Firstly, current inflation in the Eurozone is at 3.4%, up from 3.0% in August (ECB 2021e). This is largely due to increases in commodity prices and supply-chain disruptions (ECB 2021f). However, the ECB sees these as temporary and expects them to decline next year. Moreover, inflation is expected to be 2.2%, 1.7% and 1.5% for 2021, 2022 and 2023, respectively (ECB 2021g). These rates were revised upwards by 0.4 percentage points from previous inflation forecasts last quarter due to disruptions in the supply chain lasting longer than anticipated. Medium-term inflation is still below the ECB’s target of 2%, and the 5-year inflation expectation is 1.7% per year. This indicates that forecasters did not see the risk of short-term inflation rising to the long-term as being particularly high. Therefore, due to the deviations from a target of medium-term inflation of 2%, the Governing Council felt that monetary policy needs to remain expansionary.
Since then, baseline projections for inflation have been low, which suggests that the models used by the ECB to calculate inflation could be flawed and that inflation expectations may have been underestimated (ECB 2021g). A possible consequence of this is the Pandemic Emergency Purchase Programme (PEPP) potentially being scaled-down, to take into account the rise in expected inflation partially due to the rise in short-term inflation. This could give the ECB more flexibility to react to the short-term changes in inflation outlook and changing financial conditions. This is what the Governing Council eventually decided on.
However, one downside to decelerating PEPP is that a slower pace may lead to a tighter than expected monetary policy. This may result in tighter financial conditions, which could drive interest rates higher and decrease inflation expectations in the long run. This would have the effect of moving the ECB further away from its target inflation rate (ECB 2021g).
The economy grew by 2.2% in Q2, which is 0.8 percentage points above the predicted value. Consumer demand rose, unemployment fell, and most activities are expected to return to pre-pandemic levels by Q4 2022 (ECB 2021f). GDP growth projections have also been revised upwards, mainly due to the continuous increase in consumer demand (ECB 2021c). However, growth rates still have not reached the pre-crisis level, and the economic outlook still remains uncertain due to the continuing presence of the Delta and Omicron variants. Because of the latter, in the coming weeks and months, restrictions may be reimposed in certain countries (BBC 2021), leading to a slowdown in economic activity. Furthermore, 2 million fewer people are employed than at the start of the pandemic, and supply bottlenecks continue to hold back economic growth. There is room for some normalisation of monetary policy, but it still needs to remain accommodative to respond to these uncertainties.
What decisions did the Governing Council make?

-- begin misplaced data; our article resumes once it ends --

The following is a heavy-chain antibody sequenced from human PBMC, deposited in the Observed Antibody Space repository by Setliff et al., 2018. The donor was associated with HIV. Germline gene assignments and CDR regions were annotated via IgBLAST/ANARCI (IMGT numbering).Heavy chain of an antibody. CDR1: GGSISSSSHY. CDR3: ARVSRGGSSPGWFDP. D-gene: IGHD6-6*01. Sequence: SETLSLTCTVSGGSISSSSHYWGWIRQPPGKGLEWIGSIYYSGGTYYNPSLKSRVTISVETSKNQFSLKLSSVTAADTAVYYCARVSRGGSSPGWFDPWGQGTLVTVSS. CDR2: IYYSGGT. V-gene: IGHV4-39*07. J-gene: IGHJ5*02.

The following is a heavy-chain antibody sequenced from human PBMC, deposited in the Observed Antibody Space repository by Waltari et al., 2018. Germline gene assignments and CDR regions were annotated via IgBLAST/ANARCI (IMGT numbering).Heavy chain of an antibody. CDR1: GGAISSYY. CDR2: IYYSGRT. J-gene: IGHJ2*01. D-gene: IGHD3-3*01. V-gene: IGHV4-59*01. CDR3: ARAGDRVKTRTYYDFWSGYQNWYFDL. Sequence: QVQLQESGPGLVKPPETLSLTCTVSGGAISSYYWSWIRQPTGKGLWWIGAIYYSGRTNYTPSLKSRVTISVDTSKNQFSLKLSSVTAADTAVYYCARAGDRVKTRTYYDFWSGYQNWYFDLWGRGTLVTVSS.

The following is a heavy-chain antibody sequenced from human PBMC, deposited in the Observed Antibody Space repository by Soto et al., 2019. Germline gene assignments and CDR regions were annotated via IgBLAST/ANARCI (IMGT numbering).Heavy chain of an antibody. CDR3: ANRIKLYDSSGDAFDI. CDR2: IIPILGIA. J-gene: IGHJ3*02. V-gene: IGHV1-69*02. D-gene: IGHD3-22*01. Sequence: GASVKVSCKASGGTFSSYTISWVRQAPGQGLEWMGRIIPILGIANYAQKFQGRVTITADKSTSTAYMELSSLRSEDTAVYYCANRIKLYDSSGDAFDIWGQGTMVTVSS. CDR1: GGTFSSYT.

On 28 October 2021, the Governing Council confirmed its monetary policy decision on the following measures:
Key interest rates: The interest rate on the main refinancing operations, the interest rates on the marginal lending facility and the deposit facility remain 0%, 0.25% and -0.5% respectively (ECB 2021g). In order to achieve the 2% inflation target in the medium term, the Governing Council will keep these rates at this level or further decrease them until the inflation target of 2% is achieved (ECB 2021h).
Asset Purchase Programme (APP): Net purchases under the APP will continue at a monthly pace of €20 billion. This is expected to run for as long as possible to keep ECB monetary policy accommodative, due to the uncertainties discussed previously. It will only be reduced once interest rates are raised (ECB 2021h).
Pandemic Emergency Purchase Programme (PEPP): The Governing Council will continue to conduct net asset purchases under the PEPP with a total envelope of €1,850 billion until at least the end of March 2022. The pace of purchase is lower compared to Q2 and Q3 this year (ECB 2021h).
This gradual reduction in the pace of PEPP is in line with the assessment of the improvement of the economy, financial conditions and inflation outlook. However, the Governing Council made it clear that this did not imply tapering or an end to asset purchases under the PEPP. The council will purchase flexibly in order to ensure financial conditions are not tightened and to prevent the ECB from missing its inflation target (ECB 2021h).
Finally, the Governing Council will continue to provide ample liquidity through its refinancing operations. In particular, it will provide the third series of targeted longer-term refinancing operations (TLTRO III) to support bank lending to firms and households (ECB 2021g).
Overall, the Governing Council emphasised that it is ready to adjust its instruments to keep inflation stable at 2% over the medium term.
This article was written by: Ciarán Heelan (Head of ECB Monetary Policy Research), Annie Wang (Research Associate, ECB Monetary Policy Research), Peredur Morgan (Research Associate, ECB Monetary Policy Research) and Michelle Tian (Research Associate, ECB Monetary Policy Research). This article was reviewed by Roberto Patiño (Head of Monetary Policy Research).